The Power of Numbers - a proposal

Recently I have been thinking about what makes I-Novae Engine and Battlescape different than all the other Engines out there and how can we capitalize off it. For us it’s pretty obvious but for the casual observer probably not so much given Star Citizen looks good and Elite Dangerous can land on planets. Of course Battlescape will offer both stellar graphics and planet interaction, but what really sets Battlescape apart from the rest are how many players can gather in a single instance. Imagine, 200, 300 or even 500 ships hovering above the surface or converging on a station! Now that would be a sight given Elite’s and Star Citizen’s or any other game’s paltry cap on players.

So I propose, as soon as it is feasible, gather everyone for a single meet up to show how amazing Battlescape is by sheer numbers. Now that would make people sit up and notice. Any thoughts?


One thing pops into my mind. Is it possible to have throttled interclient communication? meaning if i see another player on the other side of the planetary system wouldn’t it make more sense for the game to update his position only every, say, 20 seconds? That player’s ship position would be smoothed out and not precise and would catch up as i get closer to it (as the update fequency increases). This way i could see hundreds or thousands of players in my view, their positions (and any relevant info) info would be throttled to avoid lag.

This can even be explained in-game by lag in the ship’s sensors based on distance.


If the login and authentication system allows it, maybe do a one-time event where anyone that pledged from the KS can play for a week-end.

Code security comes first though, so I guess this kind of event, if accepted at all, won’t be seen at the start of the dev access.

1 Like

It’ll be interesting to see how this pans out. The engine is just part of the equation of course. The backend infrastucture/code and the networking and flow of data from server(s) to clients will be crucial too. If you played EVE at any point 6+ years ago you will know what I mean. Back then, fleet battles with 200+ ships could happen but the lag was crippling. It’s not just the ships. It’s all the other stuff flying around (ordinance, lasers, debris, etc). That’s a tonne of number crunching going on!

CCP’s solution to mass fleet battles was to implement a kind of time dilation. As the load on the servers increased they effectively slowed time. The difference is apparently barely noticeable but the result is now 1,000+ ship fleet battles can happen and in a very playable fashion.

1 Like

Presently playing EVE and tie-dye starts getting noticeable around 500 ships > 1000 ships is playable but barely. But it is way better than it use to be! To be honest, I was surprised when Flavien mentioned 1000 players, as I had also played both Star Citizen and Elite Dangerous. Of course I will not hold Flavien or any of the DEVs to their estimate but if they could get 1000 players with less tie-dye than EVE, it would be truly amazing, especially given planetary landings. In fact it would be revolutionary and it would certainly attract a lot of attention; even 500~600 with little lag would still make people sit up and notice.


This is the edge, + PBR Rendering Engine, + Seamless Locomotion, + Stability. + Total Immersion, + Newtonian Flight Model (which already kicks ass all over the place).

The invite for this event, should probably be sent out by I-Novae, as they’re able to send it out to all Dev-Access pikots, (unless there’s a way to do it through the forum.) invite @Everyone?

Idea: Survive, end closest to @Lomsor after chasing him down a canyon.

1st Prize: Pascal Titan GPU :wink:


As far as I’m concerned, everything official about Battlescape should involve teams. It should be drilled into people’s heads that the game is all about working with your team to win.

Towards that end, I would suggest that INS put in the following basics in support of player experimentation. This is assuming that no basic gameplay is coming out anytime soon.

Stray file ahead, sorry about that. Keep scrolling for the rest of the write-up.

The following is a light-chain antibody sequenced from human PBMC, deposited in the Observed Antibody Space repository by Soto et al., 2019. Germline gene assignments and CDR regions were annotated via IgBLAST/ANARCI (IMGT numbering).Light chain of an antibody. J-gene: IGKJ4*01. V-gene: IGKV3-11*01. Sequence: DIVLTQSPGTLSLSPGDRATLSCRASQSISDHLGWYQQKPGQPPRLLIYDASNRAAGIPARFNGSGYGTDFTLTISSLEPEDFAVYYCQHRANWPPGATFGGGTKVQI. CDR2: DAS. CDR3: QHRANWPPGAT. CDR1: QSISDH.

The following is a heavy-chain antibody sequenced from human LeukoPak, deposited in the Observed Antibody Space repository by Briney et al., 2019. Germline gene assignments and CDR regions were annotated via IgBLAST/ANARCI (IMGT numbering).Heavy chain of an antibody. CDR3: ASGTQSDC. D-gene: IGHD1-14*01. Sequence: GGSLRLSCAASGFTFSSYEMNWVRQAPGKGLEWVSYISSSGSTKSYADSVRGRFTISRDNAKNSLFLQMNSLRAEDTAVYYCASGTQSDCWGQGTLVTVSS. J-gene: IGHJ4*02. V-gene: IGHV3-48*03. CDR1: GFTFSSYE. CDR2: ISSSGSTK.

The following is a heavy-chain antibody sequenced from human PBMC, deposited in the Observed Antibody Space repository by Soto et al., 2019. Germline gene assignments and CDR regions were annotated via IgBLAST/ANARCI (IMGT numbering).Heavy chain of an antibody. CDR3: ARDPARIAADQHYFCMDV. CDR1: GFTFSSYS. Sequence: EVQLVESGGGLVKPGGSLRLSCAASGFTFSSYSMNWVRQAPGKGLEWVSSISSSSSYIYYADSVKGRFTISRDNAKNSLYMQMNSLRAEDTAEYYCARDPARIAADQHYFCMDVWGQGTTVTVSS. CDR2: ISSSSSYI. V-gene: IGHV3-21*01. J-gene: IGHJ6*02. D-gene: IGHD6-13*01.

1. Assign team membership to alternating players as they connect. If somebody doesn’t like their team, they can just reconnect and hope to get the other team. If INS can slap in a team selection toggle in the UI, so much the better.

  2. Color-code ships on teams in some obvious way. Engine color, lights, blasters, everything and anything. Preferably not with icons. People need to know who to shoot and who to save.

  3. As players spawn in, they appear at their team’s spawn location. Team spawn locations are randomly chosen at the beginning of a match and can be anywhere on the moon surfaces or even around the planetary ring.

  4. Place a destructible object at each spawn location. Call it a monolith. When one team’s monolith is destroyed, the match restarts. New spawn points are chosen, monoliths are recreated, and all ships anywhere near the enemy’s monolith are respawned at their own team spawn point.

  5. If possible, enemy monoliths can be spotted on sensors from perhaps 1,000-10,000km while friendly monoliths can be seen at any range.

I would make a monolith as tough as a ship is today, and I’d cut the damage of ships in half from the current level.


Very epic looking scene transpiring in my mind’s eye. The simplicity of something like an actual black, rectangular object floating over Cinder landscape, with hundreds of contrails and lasers and fighters swirling around the “monolith”. :heart_eyes:

That would be like sticking your tongue out at star citizen, if you can recall their monolith rip-off for the constellation commercial. :stuck_out_tongue_winking_eye:

1 Like

Really like that monolith idea. It’s simplistic, demonstrates a lot of gameplay mechanics at once, basically the perfect early test. A few basic strategies could even arise, like rushing, turtling etc.

To be honest, I am not all that big on teams. Hate to see Battlescape turn into another EVE where surviving pretty well means joining a corp…at least in null sec. Nor would I like to see Battlescape fall for the old team play that Star Citizen tried with its capture the ball and fly it through the loop (shooting allowed)…which no one plays, or at least far fewer than straight out PvP. Even racing is more popular! Think what the DEVs really need is to focus on ships…oh and more planets. :rocket:

1 Like

As soon as I can upgrade both my pledge and my GPU I’ll be willing to add to the count.
Even getting 100 players together in close proximity will be a huge promotion for Battlescape.

1 Like

Well, @JB47394 's idea is just one way to show off IB’s distinct feature set,